Given all that he has accomplished, you might assume that Harold J. “Hal” Recinos came from a privileged background. He is a professor, a poet, an ordained United Methodist minister, an author, a long-distance runner, a champion martial artist, an activist and a humanitarian. But most of all, he is a man with a heart for the poor – because he was once homeless himself.

Recinos at a worship service in El Salvador with the Rev. Medardo Gomez, bishop of the Lutheran Church of El Salvador.

The child of destitute immigrant parents, Recinos spent four years on the streets of New York in his early teens, shooting dope and scrounging food from dumpsters. What eventually saved him was education and faith.

“The two most secure places for me were school and church,” he said. “I loved them both. Even while I was on the streets, I spent time in the library. It was warm and I could read.” Books taught him that life could get better.

At age 16, a Presbyterian minister took Recinos into his family’s home in the New York area, helping him overcome his addiction and encouraging him in his education. Eventually, Recinos went on to earn graduate degrees in theology as well as a Ph.D. in cultural anthropology from American University.

While interning at a church working with the homeless in New York, Recinos discovered the Nuyorican Poets Café, a center for poetry, music, hip hop, video, visual arts, comedy and theatre on New York’s Lower East Side. (Nuyorican is a portmanteau of “New York” and “Puerto Rican.”) There, he met the late poet Miguel Piñero, who encouraged him to share some of his earliest poetry.

“I think of poetry as my way of doing graffiti on public culture and representing the edges of society – giving voice to the barrios, the communities rendered voiceless and invisible by the more established sectors,” he said.

This spring, he’ll publish his 14th book, and eighth volume of poetry, Stony the Road. It’s a collection of poetry focusing on themes such as racism, police brutality, anti-immigrant sentiment and the treatment of unaccompanied youth who cross into the U.S. at the southern border. Recinos’ previous books have been well-received; as reviewer Frederick Luis Aldama wrote, “With surgical precision, Recinos singles out just the right word and image that drop us deep into the pains, sorrows and joys of what it means to be Latinx in the United States today.” (See an example of his poetry in the sidebar.)

Recinos keeps his academic work grounded in the world through his work in Dallas-area urban communities and in El Salvador. He recently returned from an immersion trip in El Salvador, where he introduced Perkins students to Salvadoran human rights leaders.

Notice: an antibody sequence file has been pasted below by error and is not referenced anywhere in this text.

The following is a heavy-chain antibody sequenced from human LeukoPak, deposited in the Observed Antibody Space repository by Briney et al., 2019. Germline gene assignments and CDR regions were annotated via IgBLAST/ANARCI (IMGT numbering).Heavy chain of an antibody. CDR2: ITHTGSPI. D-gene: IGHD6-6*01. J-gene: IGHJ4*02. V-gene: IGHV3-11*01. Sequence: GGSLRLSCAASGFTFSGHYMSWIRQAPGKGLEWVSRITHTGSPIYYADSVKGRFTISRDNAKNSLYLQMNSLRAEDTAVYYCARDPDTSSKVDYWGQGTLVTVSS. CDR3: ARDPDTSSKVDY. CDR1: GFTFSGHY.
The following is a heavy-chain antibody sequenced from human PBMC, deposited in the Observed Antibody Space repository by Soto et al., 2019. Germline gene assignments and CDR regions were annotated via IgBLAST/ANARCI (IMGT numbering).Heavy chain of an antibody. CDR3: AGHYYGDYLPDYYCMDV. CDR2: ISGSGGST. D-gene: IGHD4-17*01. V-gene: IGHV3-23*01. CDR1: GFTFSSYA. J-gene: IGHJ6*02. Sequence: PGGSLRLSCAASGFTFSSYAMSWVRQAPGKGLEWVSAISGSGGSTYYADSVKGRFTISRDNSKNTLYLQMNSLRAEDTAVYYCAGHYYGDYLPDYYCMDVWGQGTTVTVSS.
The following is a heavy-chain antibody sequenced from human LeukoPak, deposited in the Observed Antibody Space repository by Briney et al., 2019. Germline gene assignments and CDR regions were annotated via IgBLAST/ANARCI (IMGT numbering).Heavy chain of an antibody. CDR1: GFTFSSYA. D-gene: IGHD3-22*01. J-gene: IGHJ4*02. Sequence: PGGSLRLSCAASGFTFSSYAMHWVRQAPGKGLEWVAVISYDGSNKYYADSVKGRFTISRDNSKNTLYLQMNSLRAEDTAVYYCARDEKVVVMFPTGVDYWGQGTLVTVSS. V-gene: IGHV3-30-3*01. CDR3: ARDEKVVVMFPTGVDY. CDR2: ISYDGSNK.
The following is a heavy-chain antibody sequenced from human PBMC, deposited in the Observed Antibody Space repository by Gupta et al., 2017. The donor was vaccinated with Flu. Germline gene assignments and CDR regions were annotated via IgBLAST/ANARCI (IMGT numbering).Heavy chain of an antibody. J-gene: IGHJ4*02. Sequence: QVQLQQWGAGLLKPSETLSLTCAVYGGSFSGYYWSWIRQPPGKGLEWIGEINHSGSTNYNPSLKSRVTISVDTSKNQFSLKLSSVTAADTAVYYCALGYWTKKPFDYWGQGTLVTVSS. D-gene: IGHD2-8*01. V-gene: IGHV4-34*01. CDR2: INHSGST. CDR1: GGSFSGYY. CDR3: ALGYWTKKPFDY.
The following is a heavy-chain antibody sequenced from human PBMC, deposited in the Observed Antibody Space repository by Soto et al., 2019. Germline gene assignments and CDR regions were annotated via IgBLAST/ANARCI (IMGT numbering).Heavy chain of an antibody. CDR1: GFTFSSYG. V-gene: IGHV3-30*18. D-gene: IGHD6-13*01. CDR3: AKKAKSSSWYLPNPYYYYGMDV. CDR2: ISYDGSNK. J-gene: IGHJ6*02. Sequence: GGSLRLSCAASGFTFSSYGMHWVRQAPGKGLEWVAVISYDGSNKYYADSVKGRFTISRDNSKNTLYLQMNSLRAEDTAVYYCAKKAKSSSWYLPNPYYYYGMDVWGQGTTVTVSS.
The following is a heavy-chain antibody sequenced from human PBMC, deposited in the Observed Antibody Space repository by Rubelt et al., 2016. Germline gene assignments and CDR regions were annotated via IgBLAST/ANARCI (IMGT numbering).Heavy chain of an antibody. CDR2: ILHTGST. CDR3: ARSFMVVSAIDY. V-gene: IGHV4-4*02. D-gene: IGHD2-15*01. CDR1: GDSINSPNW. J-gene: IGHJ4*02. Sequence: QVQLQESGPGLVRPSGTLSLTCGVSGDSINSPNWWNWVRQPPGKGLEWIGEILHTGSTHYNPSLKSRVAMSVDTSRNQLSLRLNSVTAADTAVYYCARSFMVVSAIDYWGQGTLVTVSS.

Along with his wife, MariaJose Recinos, Recinos founded the Oscar Romero Center for Community Health & Education, a Dallas-based nonprofit with the mission “to positively impact the health, education and well-being of children and their families in the North Texas area, and in El Salvador.”

Doing this work in struggling and marginalized communities, Recinos said, “reminds me of the importance of living life by staying close to crucified people. Their lives matter to God, and they need to matter to the church.”

Book on the nightstand

The Letters That Never Came, by Mauricio Rosencof, an autobiographical novel, based on the life of Rosencof, a Uruguayan playwright, poet and journalist who was imprisoned and tortured by the government for 12 years.

Fantasy dinner party

“I’d invite Gabriel García Márquez, the Colombian novelist; Gustavo Gutiérrez, a Peruvian theologian and Dominican priest regarded as one of the founders of liberation theology; Pablo Neruda, the Chilean poet; and Miguel Piñero, the Nuyorican poet. I would ask the question that Gutierrez poses to us: ‘So you say you love the poor. What are their names?’ I’d serve pupusas – it’s a Salvadoran staple, a thick corn tortilla stuffed with a savory filling like beans.”

Family

Wife MariaJose, a therapist and SMU graduate; three grown children: Jesse, a computer analyst, Claire, a nursing student, and Samuel, a recent graduate of Emory School of Medicine in orthopedic residency; two children at home, Elijah Joshua, a sophomore at SMU, and Hannah Sophia, a fifth grader; and a dog named Zeb.

Hobbies

Recinos with his coach at an International Kung Fu Championship, where he picked up 15 medals (14 Gold, 1 Silver.)

Recinos is a three-time international tournament Grand Champion martial artist (2012, 2013, 2015). He teaches at the Hebei Chinese Martial Arts Institute for his coach, and the institute’s founder, Master Wuzhong Jia, and has won numerous medals at international competitions for Kung Fu and Chinese Martial Arts. Said Recinos: “I like the discipline of martial arts. It’s a way of learning how to discipline your own soul.”

 

 

 

Question he’d ask at the Pearly Gates

“We lost my brother, Rudy, to drug addiction on Easter Sunday in 1985. I had struggled with him, to get him off drugs and into a drug detox program, but he went back. So my first question will be, ‘Is Rudy here?’”

Personal spiritual practice

A lifelong distance runner, Recinos runs 8-10 miles every morning. “No matter where I go, my running shoes are with me,” he said.

Cooking specialty?

“None. I’m a terrible cook. It’s really problematic for my kids when Maria is traveling. The kids forbid me to cook.”

 

River Calling ©

Click to read “River Calling ©”, a poem by Hal Recinos from his forthcoming ninth collection of poetry, Cornered by Darkness; expected publication in late 2020.